Recognize Roberto Clemente’s legacy in Hispanic Heritage Month – The Daily Aztec

With MLB players like Jackie robinson and Hank aaron having decorated heirlooms constantly on display, names like Roberto Clemente often find a place to rest in the shadow of history.

Two-time World Series champion, 15-time All-Star, 12-time Gold Glove winner in right field, Clemente’s 18 year career was nothing less than revolutionary.

Even more revolutionary, Clemente became the first Latin American player to reach the 3,000-hit mark and World Series MVP status in 1971.

Off the pitch, Clemente fought tirelessly for the equality of individuals who looked like him, whether they played ball or not.

These are just a few noble mentions of his everlasting heritage.

Roberto Clemente Day, which honors the life of a humanitarian and athlete who has worked for justice for all, coincides with the start of Hispanic Heritage Month on September 15. Nineteen years later, this special annual occasion is celebrated for the first time since the The black leagues were recognized as MLB.

But that’s not all that makes Roberto Clemente Day special this year.

Usually, the tradition of the day allows the Pittsburgh Pirates to wear the number 21 in honor of Clemente’s jersey number. With the blessing of the Clemente family, The MLB allowed all players of Puerto Rican descent to wear the number 21 on September 15. Extending that honor a little further, all MLB players were given this opportunity and optional “21” patches to wear on their jerseys during Roberto Clemente Day games.

While No.21 has yet to be retired league-wide like Robinson’s No.42, the aforementioned recognition could speed up this specific process. It would lend some well-deserved credibility to the argument that Clemente’s life and career should be remembered.

In Clemente’s honor, the MLB annually presents the Roberto Clemente Award to recognize the player who best represents baseball through sportsmanship and community involvement – values ​​that Clemente considers important. Former San Diego State Commitment and current San Diego Padres pitcher Joe Musgrove is among the nominees for this year’s award.

In 1972, Clemente was tragically killed in plane crash en route to Nicaragua provide the country with post-earthquake resources. At just 38, he has accomplished what most people dream of not just in sports, but in a lifetime.

Instead of the league waiting for the standard five-year period that baseball players undergo to achieve Hall of Fame eligibility, Clemente was inducted into the National Baseball Hall of Fame nearly a year after his death, making him the first player from Latin America to be retained in the National Baseball Hall of Fame.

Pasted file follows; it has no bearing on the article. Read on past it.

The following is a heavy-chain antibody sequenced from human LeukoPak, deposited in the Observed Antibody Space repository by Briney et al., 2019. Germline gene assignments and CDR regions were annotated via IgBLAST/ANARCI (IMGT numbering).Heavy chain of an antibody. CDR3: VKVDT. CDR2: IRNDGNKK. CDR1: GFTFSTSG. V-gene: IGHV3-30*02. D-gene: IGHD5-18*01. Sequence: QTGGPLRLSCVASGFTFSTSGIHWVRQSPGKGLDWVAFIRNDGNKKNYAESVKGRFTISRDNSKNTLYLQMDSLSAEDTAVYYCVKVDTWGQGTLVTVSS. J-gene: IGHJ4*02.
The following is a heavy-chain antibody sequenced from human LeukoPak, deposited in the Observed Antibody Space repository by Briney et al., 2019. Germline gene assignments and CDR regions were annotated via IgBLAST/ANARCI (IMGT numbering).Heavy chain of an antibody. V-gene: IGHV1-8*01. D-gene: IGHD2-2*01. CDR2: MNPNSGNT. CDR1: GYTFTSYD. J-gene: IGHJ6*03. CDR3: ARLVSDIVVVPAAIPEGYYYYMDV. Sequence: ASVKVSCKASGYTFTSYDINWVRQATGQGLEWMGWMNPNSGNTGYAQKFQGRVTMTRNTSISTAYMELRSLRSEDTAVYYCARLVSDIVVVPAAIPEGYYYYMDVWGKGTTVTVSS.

Although the MLB was integrated for almost eight years when Clemente arrived, he was still subject to Jim Crow laws. Identify yourself as black, latino and puerto rican, there was no doubt that he would be confronted with the prevailing racism.

The media called Clemente “Bob” and quoted him using phonetic spelling to mock his accent. In addition, he could not publicly share meals or hotel rooms with his white teammates, a collective experience for black players in the league during this time.

Clemente, who was born and raised on the gradually integrated island of Puerto Rico, was disturbed by the segregationist society that apparently raged in America. This prompted him to use his power as a public figure for good while frequently questioning discrimination and inequality. The idea of ​​staying silent and having the ‘just play ball’ mindset was something Clemente wouldn’t accept.

The diligence and perseverance that accompanied Clemente’s efforts to make baseball more welcoming is a big part of why he is a heroic and prominent member of the Latin American representation.

2021 Opening day lists featuring 256 players from 20 countries and territories, the majority of whom are Latin American. It is thanks to Clemente that these players can proudly wear their names on the back of their shirts, with accents and tildes.

Clemente and his untold impact on baseball and the fight for civil rights must not be ignored by history. There is hope as MLB seems to recognize this truth, but it is time for everyone to follow suit.

Trinity Bland is a senior student studying television, film, media and Spanish. Follow her on Twitter @trinityaliciaa.

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